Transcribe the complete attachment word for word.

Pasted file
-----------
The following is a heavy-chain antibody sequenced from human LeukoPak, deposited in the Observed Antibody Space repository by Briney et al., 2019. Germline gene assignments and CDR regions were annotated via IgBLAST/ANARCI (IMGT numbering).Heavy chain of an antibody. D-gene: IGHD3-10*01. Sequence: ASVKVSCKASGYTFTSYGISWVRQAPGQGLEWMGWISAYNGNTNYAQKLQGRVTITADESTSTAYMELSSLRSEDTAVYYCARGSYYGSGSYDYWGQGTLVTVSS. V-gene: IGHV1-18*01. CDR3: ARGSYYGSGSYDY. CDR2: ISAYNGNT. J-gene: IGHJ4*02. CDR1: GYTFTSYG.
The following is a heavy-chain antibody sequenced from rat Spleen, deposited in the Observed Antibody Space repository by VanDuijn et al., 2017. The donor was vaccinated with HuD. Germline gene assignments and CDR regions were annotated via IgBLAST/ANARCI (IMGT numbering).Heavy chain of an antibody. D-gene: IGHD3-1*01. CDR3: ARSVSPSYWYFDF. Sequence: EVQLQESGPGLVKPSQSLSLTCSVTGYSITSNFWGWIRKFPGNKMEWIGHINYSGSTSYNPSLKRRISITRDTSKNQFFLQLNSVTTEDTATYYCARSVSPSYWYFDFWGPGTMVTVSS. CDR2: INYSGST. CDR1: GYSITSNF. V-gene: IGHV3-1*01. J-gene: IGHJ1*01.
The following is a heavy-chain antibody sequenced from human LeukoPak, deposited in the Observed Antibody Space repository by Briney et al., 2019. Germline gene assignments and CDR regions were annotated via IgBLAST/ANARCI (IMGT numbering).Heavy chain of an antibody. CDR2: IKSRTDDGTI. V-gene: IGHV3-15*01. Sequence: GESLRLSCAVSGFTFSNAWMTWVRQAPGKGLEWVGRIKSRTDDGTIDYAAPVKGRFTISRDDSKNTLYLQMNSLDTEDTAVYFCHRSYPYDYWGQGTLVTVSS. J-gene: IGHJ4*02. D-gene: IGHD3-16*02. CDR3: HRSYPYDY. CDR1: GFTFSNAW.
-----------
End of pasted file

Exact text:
The following is a heavy-chain antibody sequenced from human LeukoPak, deposited in the Observed Antibody Space repository by Briney et al., 2019. Germline gene assignments and CDR regions were annotated via IgBLAST/ANARCI (IMGT numbering).Heavy chain of an antibody. D-gene: IGHD3-10*01. Sequence: ASVKVSCKASGYTFTSYGISWVRQAPGQGLEWMGWISAYNGNTNYAQKLQGRVTITADESTSTAYMELSSLRSEDTAVYYCARGSYYGSGSYDYWGQGTLVTVSS. V-gene: IGHV1-18*01. CDR3: ARGSYYGSGSYDY. CDR2: ISAYNGNT. J-gene: IGHJ4*02. CDR1: GYTFTSYG.
The following is a heavy-chain antibody sequenced from rat Spleen, deposited in the Observed Antibody Space repository by VanDuijn et al., 2017. The donor was vaccinated with HuD. Germline gene assignments and CDR regions were annotated via IgBLAST/ANARCI (IMGT numbering).Heavy chain of an antibody. D-gene: IGHD3-1*01. CDR3: ARSVSPSYWYFDF. Sequence: EVQLQESGPGLVKPSQSLSLTCSVTGYSITSNFWGWIRKFPGNKMEWIGHINYSGSTSYNPSLKRRISITRDTSKNQFFLQLNSVTTEDTATYYCARSVSPSYWYFDFWGPGTMVTVSS. CDR2: INYSGST. CDR1: GYSITSNF. V-gene: IGHV3-1*01. J-gene: IGHJ1*01.
The following is a heavy-chain antibody sequenced from human LeukoPak, deposited in the Observed Antibody Space repository by Briney et al., 2019. Germline gene assignments and CDR regions were annotated via IgBLAST/ANARCI (IMGT numbering).Heavy chain of an antibody. CDR2: IKSRTDDGTI. V-gene: IGHV3-15*01. Sequence: GESLRLSCAVSGFTFSNAWMTWVRQAPGKGLEWVGRIKSRTDDGTIDYAAPVKGRFTISRDDSKNTLYLQMNSLDTEDTAVYFCHRSYPYDYWGQGTLVTVSS. J-gene: IGHJ4*02. D-gene: IGHD3-16*02. CDR3: HRSYPYDY. CDR1: GFTFSNAW.